The current lockdown scene, however, has helped her push the envelope in terms of reaching out to more people and share her baking expertise with. Apart from doing tutorials on YouTube and on her social media page, she is busy reading (her current read is Macarons by Pierre Herme) and penning her first cookbook. The cherry on the cake is the time she gets to spend with her baby girl and family. “I’m trying to stay motivated as much as I possibly can. There are good days and bad days—but I’m sailing through it like everyone else,” says Tejasvi.

Know her signature style

Tejasvi likes to give her personal touch to everything she makes in the kitchen. She takes inspiration from her travels, experiments at her All Things’ factory space with the assorted bars of chocolate and finally, uses her mastered French techniques to lend her own touch to the recipes she’s had since childhood. “I like to stay true to what I love to eat, and bring that to the table. For instance, I love S’mores. So, I decided to get my own version at Dzurt (her pâtissière and cafe in Jaipur). I have got a S’mores Choux Bun, which is basically a choux bun with a chocolate cremeux filling, a brûléed marshmallow fluff on top with a house-made graham cracker stuck on the side,” says Tejasvi.

Debunking baking myths 

For Tejasvi, one should always have fun while baking. “Baking is therapeutic and I genuinely believe that the mindset in which the cake was made is exactly how it turns out in the end. Having said that, I find the cut-and-fold method while making a cake batter a waste of time. It means nothing and rather, incorporates air in the batter. Your cake should never be over-beaten once the dry ingredients go in, as that will make the cake even more dense. Just mix the batter with a whisk first and finish it off with a spatula,” she says.

A baking trick she swears by 

“Foil paper is my go-to buddy in the kitchen. It’s a fabulous thing to play with. Many a time, I use steel/aluminium rings (bottomless) to bake my cakes. While I do that, I just place a piece of foil underneath and scrunch it up from all sides and this gives me the perfect mould,” says Tejasvi, and adds, “If your cake is fully baked on the top, but, is raw from the inside, you can gently place a piece of foil paper on top of the mould and save the cake from burning or browning the top.”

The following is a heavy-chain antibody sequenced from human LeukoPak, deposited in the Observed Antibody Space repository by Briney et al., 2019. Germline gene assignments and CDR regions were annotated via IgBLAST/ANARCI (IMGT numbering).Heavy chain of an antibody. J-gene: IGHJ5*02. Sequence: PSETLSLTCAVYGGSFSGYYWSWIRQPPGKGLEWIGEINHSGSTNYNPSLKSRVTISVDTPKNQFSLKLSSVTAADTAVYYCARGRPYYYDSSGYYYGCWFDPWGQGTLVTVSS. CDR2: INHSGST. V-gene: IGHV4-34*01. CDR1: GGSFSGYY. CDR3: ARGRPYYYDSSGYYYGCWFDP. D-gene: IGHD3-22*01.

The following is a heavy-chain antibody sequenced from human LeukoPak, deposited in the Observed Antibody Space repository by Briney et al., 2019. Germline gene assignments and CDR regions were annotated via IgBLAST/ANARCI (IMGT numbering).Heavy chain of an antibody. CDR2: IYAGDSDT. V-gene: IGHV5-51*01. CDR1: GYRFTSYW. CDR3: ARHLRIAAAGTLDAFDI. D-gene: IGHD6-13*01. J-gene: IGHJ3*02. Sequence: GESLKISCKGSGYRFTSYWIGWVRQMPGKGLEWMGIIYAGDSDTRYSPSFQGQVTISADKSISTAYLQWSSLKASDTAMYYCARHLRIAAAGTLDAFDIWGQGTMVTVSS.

Much-loved dessert moments 

Thinking about her favourite food memories, Tejasvi recalls, “Every Sunday, my father would make banana flambé for us kids. Even now, there are times when we pester him to make it.” She fondly remembers the first time she got to taste what she calls the best tea cake in the world—the Victorian sponge cake. “I had it for the first time next to the Windsor Castle, which was very close to my university in London. The feeling of sitting in the garden on an English summer day and eating a slice of that heavenly cake—I’ll never ever forget that taste,” says Tejasvi. When her classmate made Brigadeiro—a traditional Brazilian dessert—for her, she knew she could never forget the taste for a long time. “I was studying in Paris at the time. My Brazilian bestie, Lulu, and I took a weekend off and went to see my god mother at Les Sables-d’Olonne. I remember entering a grocery store, where Lulu picked up a can of condensed milk, dark chocolate, butter and cream. We went back to our apartment and she made Brigadeiro and it blew my mind,” says Tejasvi.

Predicting the future 

“Honestly, post-pandemic, I really hope our businesses can sustain. Looking at the current scenario, our industry is going to take a huge hit. Nevertheless, I hope chefs remain inspired and something amazing comes out of this. Wishful thinking can do no harm,” she says.

Taste Memory Talks: Series One — Shilarna Vazé

A passionate foodie, mum, TV host, author and co-owner of Gaia Gourmet (Bollywood’s most-loved catering label), Shilarna Vazé is an inspiration for many home chefs. Here, she talks about how she spends her self-isolation days at home and spills a few kitchen secrets.

Taste Memory Talks: How are you coping with the current self-isolation days?

Shilarna Vazé: “As a working mom, I’m using this time to do all those things I said I wanted to do but didn’t have time to. Now, I can hang out with my baby without having an agenda of what’s next, cooking for my family and doing yoga (not as regularly as I would like). I’m enjoying this time without the pressure of our usual go-go-go lifestyle.”

TMT: What do you love to cook the most these days?

Shilarna: “I love to cook what I call ‘simple’ home meals but might not seem simple to a layman. It could be ramen one day or poha the next or a flourless chocolate cake! We basically cook what we feel like eating on a day!”

TMT: At home, which are the kitchen tricks and tools you swear by?

Shilarna: “A well-stocked pantry is the biggest essential. You can’t cook interesting food if you don’t have interesting and assorted ingredients in your kitchen. As far as tools go, my blender and oven are really being used. A good peeler and mortar pestle and a salad spinner are essential as well.”

TMT: Tell us a few food memories that are close to your heart. Also, a few of your favourite books.
Shilarna: “Varan bhat and fried fish from my childhood. The fondue that I had in the Swiss alps (reminds me of my husband’s home). Also, I’m a die-hard fan of amazing dim sums. When it comes to books, I like Island by Aldous Huxley, An Omnivore’s Dilemma by Michael Pollan and the Third Plate by Dan Berber.

TMT: Post-pandemic, what changes can you see in terms of food trends?

Shilarna: “I see everyone wanting to be more self-sufficient, wanting to cook more, grow more and come back to a slightly more holistic way of living.”